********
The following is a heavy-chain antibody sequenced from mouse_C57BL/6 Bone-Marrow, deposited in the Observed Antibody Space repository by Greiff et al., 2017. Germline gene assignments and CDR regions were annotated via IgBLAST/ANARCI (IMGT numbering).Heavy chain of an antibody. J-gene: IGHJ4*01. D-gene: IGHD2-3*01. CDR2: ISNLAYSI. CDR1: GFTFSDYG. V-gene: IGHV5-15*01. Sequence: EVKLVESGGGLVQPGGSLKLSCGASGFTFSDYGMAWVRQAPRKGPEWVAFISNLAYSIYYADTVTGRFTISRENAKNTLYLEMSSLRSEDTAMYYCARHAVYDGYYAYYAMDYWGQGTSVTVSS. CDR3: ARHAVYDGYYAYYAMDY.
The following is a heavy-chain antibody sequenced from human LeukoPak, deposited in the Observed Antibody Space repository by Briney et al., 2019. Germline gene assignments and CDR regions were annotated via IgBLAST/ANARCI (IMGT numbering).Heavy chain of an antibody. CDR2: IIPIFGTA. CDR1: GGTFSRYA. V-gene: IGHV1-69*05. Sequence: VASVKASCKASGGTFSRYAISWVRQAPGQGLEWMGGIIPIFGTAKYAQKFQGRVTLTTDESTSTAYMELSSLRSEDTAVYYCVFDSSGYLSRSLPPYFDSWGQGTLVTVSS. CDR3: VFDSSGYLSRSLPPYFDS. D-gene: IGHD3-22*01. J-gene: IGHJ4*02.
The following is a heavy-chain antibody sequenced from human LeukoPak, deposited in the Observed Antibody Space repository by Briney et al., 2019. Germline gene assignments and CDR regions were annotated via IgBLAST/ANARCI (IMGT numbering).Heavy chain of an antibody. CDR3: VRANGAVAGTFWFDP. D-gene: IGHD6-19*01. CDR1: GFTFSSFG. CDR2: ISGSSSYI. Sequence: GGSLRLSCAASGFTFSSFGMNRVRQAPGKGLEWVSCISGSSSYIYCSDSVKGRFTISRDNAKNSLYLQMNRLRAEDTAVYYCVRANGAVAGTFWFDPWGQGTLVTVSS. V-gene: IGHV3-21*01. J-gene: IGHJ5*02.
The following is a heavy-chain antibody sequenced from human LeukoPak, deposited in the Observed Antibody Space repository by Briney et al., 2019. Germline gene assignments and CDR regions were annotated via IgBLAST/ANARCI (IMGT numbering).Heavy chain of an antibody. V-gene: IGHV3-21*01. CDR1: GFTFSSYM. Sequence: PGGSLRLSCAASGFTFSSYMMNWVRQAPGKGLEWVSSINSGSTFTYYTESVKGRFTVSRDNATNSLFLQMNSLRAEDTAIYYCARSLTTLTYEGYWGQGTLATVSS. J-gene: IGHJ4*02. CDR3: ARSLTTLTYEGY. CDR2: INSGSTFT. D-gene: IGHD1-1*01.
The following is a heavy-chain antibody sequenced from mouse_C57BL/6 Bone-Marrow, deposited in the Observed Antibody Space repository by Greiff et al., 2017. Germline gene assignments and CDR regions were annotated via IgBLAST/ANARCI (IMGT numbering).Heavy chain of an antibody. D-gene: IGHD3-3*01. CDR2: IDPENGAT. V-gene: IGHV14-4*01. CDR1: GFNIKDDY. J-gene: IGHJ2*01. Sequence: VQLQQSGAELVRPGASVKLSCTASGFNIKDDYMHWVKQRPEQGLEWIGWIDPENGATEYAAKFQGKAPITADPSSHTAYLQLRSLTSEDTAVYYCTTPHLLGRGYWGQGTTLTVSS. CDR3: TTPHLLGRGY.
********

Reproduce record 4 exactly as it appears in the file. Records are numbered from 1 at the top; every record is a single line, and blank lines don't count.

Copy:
The following is a heavy-chain antibody sequenced from human LeukoPak, deposited in the Observed Antibody Space repository by Briney et al., 2019. Germline gene assignments and CDR regions were annotated via IgBLAST/ANARCI (IMGT numbering).Heavy chain of an antibody. V-gene: IGHV3-21*01. CDR1: GFTFSSYM. Sequence: PGGSLRLSCAASGFTFSSYMMNWVRQAPGKGLEWVSSINSGSTFTYYTESVKGRFTVSRDNATNSLFLQMNSLRAEDTAIYYCARSLTTLTYEGYWGQGTLATVSS. J-gene: IGHJ4*02. CDR3: ARSLTTLTYEGY. CDR2: INSGSTFT. D-gene: IGHD1-1*01.